Snow-skinned princesses and dwarfs combine forces once more in the straightforward version of the classic fairy tale. 1910’s favorite Marguerite Clark is the title character, Creighton Hale is the prince and a very young Richard Barthelmess makes an appearance as one of the evil queen’s disguises. Yes, really.
Continue reading “Snow White (1916) A Silent Film Review”
A South Seas vehicle for flapper-in-the-making Clarine Seymour, who died soon after filming was completed. D.W. Griffith makes the most of his scenery and poses some interesting religious and ethical questions but nothing really pays off. Too many reused elements from his earlier films and about 30 minutes too long. See it for the lively Seymour and an uncharacteristically dark turn from Richard Barthelmess.
If it were a dessert it would be:
Pineapple Upside-Down Mini Cakes. Cute but a whole lot of canned goods involved.
Click here to read my full-length review.
If you asked me to pick just one movie that perfectly captured the spirit of romanticized rural America, it would be this one. Richard Barthelmess gives the performance of a lifetime as a gentle lad who faces a coldly brutal world and is forced to grow up overnight. Contains violent passages yet it maintains its sweetness. Simple yet packed with symbolism. This one is a classic for a reason.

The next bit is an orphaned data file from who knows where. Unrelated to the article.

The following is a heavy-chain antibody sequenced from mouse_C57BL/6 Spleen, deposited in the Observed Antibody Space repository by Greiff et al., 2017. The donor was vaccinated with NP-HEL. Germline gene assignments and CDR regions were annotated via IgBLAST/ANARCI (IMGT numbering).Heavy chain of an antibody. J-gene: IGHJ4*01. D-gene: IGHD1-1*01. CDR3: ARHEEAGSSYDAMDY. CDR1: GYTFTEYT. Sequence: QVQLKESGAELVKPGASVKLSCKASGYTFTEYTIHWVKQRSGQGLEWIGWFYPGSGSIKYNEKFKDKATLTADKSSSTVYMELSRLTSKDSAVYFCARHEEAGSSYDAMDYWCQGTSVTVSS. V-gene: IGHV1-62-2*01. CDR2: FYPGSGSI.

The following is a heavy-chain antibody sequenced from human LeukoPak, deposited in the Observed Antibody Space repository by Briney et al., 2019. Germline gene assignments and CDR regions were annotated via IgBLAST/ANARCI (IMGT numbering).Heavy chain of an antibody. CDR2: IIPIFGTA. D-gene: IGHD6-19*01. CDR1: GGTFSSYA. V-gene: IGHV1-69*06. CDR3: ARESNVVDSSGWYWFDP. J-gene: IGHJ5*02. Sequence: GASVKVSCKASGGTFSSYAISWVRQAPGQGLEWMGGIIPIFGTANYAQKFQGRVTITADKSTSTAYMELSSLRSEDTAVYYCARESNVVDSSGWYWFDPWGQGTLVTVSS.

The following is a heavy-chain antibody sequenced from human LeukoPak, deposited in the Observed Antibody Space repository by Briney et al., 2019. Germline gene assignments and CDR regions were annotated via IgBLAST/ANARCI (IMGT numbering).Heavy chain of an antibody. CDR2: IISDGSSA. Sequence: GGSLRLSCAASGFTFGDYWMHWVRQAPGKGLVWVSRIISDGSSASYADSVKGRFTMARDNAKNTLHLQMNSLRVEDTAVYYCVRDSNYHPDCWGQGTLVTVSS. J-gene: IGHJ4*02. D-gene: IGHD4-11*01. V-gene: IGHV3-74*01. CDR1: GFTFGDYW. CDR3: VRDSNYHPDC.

If it were a dessert it would be:
Maple Glazed Donuts. Thoroughly New World. It may seem like an old hat but it is done so well that it’s a revelation.
Read my full review here.
To honor the start of the William Castle Blogathon, I made this GIF from The Tingler. The titular nasty is loose in a silent movie theater that just happens to be playing Tol’able David, one of my favorite movies. This is the iconic scene in which the Tingler crawls in front of the projector. Brrr! Scary puppet!
You can read the roster of entries here and here. And be sure to look for mine on August 2. And you can read my review of Tol’able David here. The Tingler does overcrank it so that everything is a bit manic looking.
Status: Missing and presumed lost
This Richard Barthelmess vehicle was based on the 1913 novel of the same name by Jeffery Farnol. The novel told the tale of the son of a prizefighter who tries to break into English society in the Regency era. The silent era was not overly fond of Regency-era costume pictures (some were made but silents generally skewed Victorian and Elizabethan) so it would be fun to see how they handled this tale. Plus Richard Barthelmess is always a pleasure to watch.